An ancient Jewish law called shmita (pronounced shmee-tah) proclaimed that every seven years, the land must lie fallow.  All work, including plowing, planting, and harvesting, was forbidden.   It paralleled the observation of the sabbath.  Each week, the sabbath was considered a sacred day of rest, a day of study and reflection.  And this practice tracked the Creation story in the Book of Genesis.  God’s work of creation took six days.  On the seventh day, He rested. 

The law governing shmita assumed the land had its own separate relationship with God.  People did not own the land, they were merely stewards, like Adam in the Garden of Eden.  The shmita year was a sabbath for the land.

I have always been fascinated by imagining people as stewards rather than owners.  If the land did not belong to them, then whatever it produced was an offering, a gift.  And if we associate receiving gifts with being grateful, we can reasonably assume that shmita deepened a sense of gratitude for the land and its bounty. 

With shmita in mind, shifting from ownership to stewardship, consider this evocative thought experiment:  imagine being the steward of everything in your life.  What if nothing in your life belonged to you?  Bear with me.  Let’s start with your house or apartment, your car, the money in your bank account, all your personal assets and personal belongings.  Imagine that none of these belong to you.  That each of these is a gift bestowed to you.   

But let’s go further.  Consider that everything you built, created, or designed, everything you ever wrote, every project you ever worked on, that none of these belong to you.  They are gifts too.  You get my drift.  But let’s go even further.  Consider every interesting insight or idea you ever had, every talent and ability you feel you possess.  Every feeling or epiphany that ever got evoked inside you. Imagine that none of these belong to you either.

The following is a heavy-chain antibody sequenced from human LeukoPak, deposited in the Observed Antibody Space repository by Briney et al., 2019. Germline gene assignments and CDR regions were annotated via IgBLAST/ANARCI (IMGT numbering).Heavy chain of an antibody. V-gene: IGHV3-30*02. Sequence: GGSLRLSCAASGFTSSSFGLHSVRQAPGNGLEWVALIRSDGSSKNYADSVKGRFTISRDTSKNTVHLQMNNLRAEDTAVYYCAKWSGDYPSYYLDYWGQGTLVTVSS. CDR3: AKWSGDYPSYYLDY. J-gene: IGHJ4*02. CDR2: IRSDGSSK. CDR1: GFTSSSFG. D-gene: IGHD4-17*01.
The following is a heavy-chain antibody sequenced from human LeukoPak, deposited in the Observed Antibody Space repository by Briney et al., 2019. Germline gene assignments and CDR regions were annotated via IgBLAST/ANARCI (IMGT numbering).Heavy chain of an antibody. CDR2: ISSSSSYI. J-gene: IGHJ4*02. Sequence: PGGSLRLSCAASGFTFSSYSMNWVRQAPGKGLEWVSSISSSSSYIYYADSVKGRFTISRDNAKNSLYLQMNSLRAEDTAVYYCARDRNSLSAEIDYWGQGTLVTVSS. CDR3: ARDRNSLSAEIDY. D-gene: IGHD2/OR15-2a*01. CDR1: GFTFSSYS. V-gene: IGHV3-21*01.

That’s quite an impressive list.  Perhaps you can add some things I neglected to mention.  If none of it belongs to you, then everything has been given as a gift.  I like to think of these received gifts as lumps of clay.  And our task is to transform those lumps into works of art.  We are master artisans working to create a meaningful and beautiful life, filled with joy, wonder, happiness, and love while we negotiate life’s formidable challenges. 

None of the materials we work with, the lumps of clay and the implements we use, belong to us.  From physical possessions to internal thoughts and feelings.  From soup to nuts.  The whole kit and kaboodle.  They are all received gifts.  Now here’s the rub:  if they are gifts, there is no limit to the gratitude we can experience for our received bounty.  Are you still with me? 

The salient issue is not how far you take this thought experiment. It’s the shift in mindset that counts.  The transition from ownership to stewardship, the movement away from I, me, mine, towards embracing what’s been entrusted to us. 

How willing are you to engage in this mindset shift?  Does it enhance your experience of being grateful?  Do you notice any resistance?  If so, stay with it.  Be curious about the resistance.  Move closer to or get inside it if you can.  What is the resistance telling you? 

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Neal Aponte

Neal Aponte is a licensed clinical psychologist with over 30 years of experience providing psychotherapy for adults, adolescents and children. Read more here.